Where Azure falls short today is in their networking. They do not have an Elastic IP service like Amazon, which made it very difficult to switch between the current server and the test environment. This would not bode well for dev/test scenarios where it would be useful to have a single DNS entry for the testing scripts and then just point that entry at the current test environment. It seems, based on some limited web searching, that customers really want dynamic IP addressing on Azure and Microsoft has not responded to this requirement.

Some quick notes on Docker. I found that the most success I had was when starting with a Dockerfile and doing my own builds to bootstrap an environment. This way facilitates that all the necessary ports that need to be exposed are set up appropriately and its easier to inject a foreground script that will keep the container alive after it is started. This latter point is key. A daemon-ized container requires that something be continually running in the foreground to keep the container alive. This can be done with a script command handed to /bin/sh, but it’s far more effective to use the startup script that ensures all the necessary services have started and then goes into a wait loop. Also, if you do changes to your container once its started e.g. via SSH, remember to commit the changes when you exit the session or you will be repeating those steps the next time you run the container.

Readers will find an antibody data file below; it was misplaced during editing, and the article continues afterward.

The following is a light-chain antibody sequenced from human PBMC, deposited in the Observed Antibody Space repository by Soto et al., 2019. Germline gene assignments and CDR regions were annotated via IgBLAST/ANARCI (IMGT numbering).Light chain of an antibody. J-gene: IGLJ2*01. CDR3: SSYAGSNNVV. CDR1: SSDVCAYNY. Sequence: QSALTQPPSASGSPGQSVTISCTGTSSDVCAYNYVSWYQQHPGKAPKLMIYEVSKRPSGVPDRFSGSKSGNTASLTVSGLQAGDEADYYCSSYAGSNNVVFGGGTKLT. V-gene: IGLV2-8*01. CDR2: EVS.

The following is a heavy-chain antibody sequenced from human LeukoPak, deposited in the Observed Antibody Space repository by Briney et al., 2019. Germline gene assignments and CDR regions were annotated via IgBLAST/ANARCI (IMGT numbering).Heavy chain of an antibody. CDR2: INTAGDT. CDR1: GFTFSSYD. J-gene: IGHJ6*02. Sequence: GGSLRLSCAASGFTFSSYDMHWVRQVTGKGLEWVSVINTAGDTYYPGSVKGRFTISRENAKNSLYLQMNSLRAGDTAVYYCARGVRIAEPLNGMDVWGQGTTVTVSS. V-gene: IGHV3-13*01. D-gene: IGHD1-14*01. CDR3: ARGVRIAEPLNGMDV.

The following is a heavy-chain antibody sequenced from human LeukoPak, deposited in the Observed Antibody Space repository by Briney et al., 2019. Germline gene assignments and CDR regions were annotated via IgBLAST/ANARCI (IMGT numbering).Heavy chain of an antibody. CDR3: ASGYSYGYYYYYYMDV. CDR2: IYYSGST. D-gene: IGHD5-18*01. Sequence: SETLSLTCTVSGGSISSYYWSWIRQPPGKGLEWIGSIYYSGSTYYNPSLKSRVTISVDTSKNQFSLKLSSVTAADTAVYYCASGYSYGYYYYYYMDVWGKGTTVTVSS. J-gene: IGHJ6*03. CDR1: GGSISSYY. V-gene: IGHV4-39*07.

Read the original blog entry...

More Stories By JP Morgenthal